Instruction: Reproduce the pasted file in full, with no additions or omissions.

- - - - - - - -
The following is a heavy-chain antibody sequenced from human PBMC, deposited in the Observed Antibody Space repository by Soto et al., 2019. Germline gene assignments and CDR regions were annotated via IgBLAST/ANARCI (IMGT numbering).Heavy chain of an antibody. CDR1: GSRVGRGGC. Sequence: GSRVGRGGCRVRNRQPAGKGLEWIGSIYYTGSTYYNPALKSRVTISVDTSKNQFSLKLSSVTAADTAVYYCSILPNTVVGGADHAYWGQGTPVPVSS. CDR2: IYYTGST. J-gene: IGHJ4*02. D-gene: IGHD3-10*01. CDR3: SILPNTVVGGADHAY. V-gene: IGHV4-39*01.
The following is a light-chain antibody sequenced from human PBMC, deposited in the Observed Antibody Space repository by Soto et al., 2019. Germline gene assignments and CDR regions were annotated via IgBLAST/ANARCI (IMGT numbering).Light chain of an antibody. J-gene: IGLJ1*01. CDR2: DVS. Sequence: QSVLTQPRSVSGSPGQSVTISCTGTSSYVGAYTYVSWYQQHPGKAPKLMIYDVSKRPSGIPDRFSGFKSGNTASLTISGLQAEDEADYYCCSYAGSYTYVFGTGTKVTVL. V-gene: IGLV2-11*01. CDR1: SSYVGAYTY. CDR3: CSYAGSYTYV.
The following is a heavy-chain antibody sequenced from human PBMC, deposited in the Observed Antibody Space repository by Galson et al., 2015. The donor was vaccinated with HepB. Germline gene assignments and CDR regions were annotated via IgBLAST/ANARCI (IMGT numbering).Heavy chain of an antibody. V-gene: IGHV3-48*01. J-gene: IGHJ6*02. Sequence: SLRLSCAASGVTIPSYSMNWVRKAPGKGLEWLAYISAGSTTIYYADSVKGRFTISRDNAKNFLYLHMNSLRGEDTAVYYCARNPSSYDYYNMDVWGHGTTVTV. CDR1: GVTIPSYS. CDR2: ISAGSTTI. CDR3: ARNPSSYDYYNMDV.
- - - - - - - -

The following is a heavy-chain antibody sequenced from human PBMC, deposited in the Observed Antibody Space repository by Soto et al., 2019. Germline gene assignments and CDR regions were annotated via IgBLAST/ANARCI (IMGT numbering).Heavy chain of an antibody. CDR1: GSRVGRGGC. Sequence: GSRVGRGGCRVRNRQPAGKGLEWIGSIYYTGSTYYNPALKSRVTISVDTSKNQFSLKLSSVTAADTAVYYCSILPNTVVGGADHAYWGQGTPVPVSS. CDR2: IYYTGST. J-gene: IGHJ4*02. D-gene: IGHD3-10*01. CDR3: SILPNTVVGGADHAY. V-gene: IGHV4-39*01.
The following is a light-chain antibody sequenced from human PBMC, deposited in the Observed Antibody Space repository by Soto et al., 2019. Germline gene assignments and CDR regions were annotated via IgBLAST/ANARCI (IMGT numbering).Light chain of an antibody. J-gene: IGLJ1*01. CDR2: DVS. Sequence: QSVLTQPRSVSGSPGQSVTISCTGTSSYVGAYTYVSWYQQHPGKAPKLMIYDVSKRPSGIPDRFSGFKSGNTASLTISGLQAEDEADYYCCSYAGSYTYVFGTGTKVTVL. V-gene: IGLV2-11*01. CDR1: SSYVGAYTY. CDR3: CSYAGSYTYV.
The following is a heavy-chain antibody sequenced from human PBMC, deposited in the Observed Antibody Space repository by Galson et al., 2015. The donor was vaccinated with HepB. Germline gene assignments and CDR regions were annotated via IgBLAST/ANARCI (IMGT numbering).Heavy chain of an antibody. V-gene: IGHV3-48*01. J-gene: IGHJ6*02. Sequence: SLRLSCAASGVTIPSYSMNWVRKAPGKGLEWLAYISAGSTTIYYADSVKGRFTISRDNAKNFLYLHMNSLRGEDTAVYYCARNPSSYDYYNMDVWGHGTTVTV. CDR1: GVTIPSYS. CDR2: ISAGSTTI. CDR3: ARNPSSYDYYNMDV.